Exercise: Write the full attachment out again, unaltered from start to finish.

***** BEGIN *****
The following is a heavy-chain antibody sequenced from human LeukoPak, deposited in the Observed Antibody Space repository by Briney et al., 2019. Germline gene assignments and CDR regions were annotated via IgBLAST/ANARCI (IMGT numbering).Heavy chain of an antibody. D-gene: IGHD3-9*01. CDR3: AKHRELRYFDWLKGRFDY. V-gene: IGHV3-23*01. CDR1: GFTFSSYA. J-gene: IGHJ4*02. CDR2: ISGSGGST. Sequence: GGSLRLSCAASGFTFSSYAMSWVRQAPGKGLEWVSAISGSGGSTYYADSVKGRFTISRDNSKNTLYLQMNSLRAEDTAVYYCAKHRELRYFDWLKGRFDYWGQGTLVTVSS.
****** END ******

The following is a heavy-chain antibody sequenced from human LeukoPak, deposited in the Observed Antibody Space repository by Briney et al., 2019. Germline gene assignments and CDR regions were annotated via IgBLAST/ANARCI (IMGT numbering).Heavy chain of an antibody. D-gene: IGHD3-9*01. CDR3: AKHRELRYFDWLKGRFDY. V-gene: IGHV3-23*01. CDR1: GFTFSSYA. J-gene: IGHJ4*02. CDR2: ISGSGGST. Sequence: GGSLRLSCAASGFTFSSYAMSWVRQAPGKGLEWVSAISGSGGSTYYADSVKGRFTISRDNSKNTLYLQMNSLRAEDTAVYYCAKHRELRYFDWLKGRFDYWGQGTLVTVSS.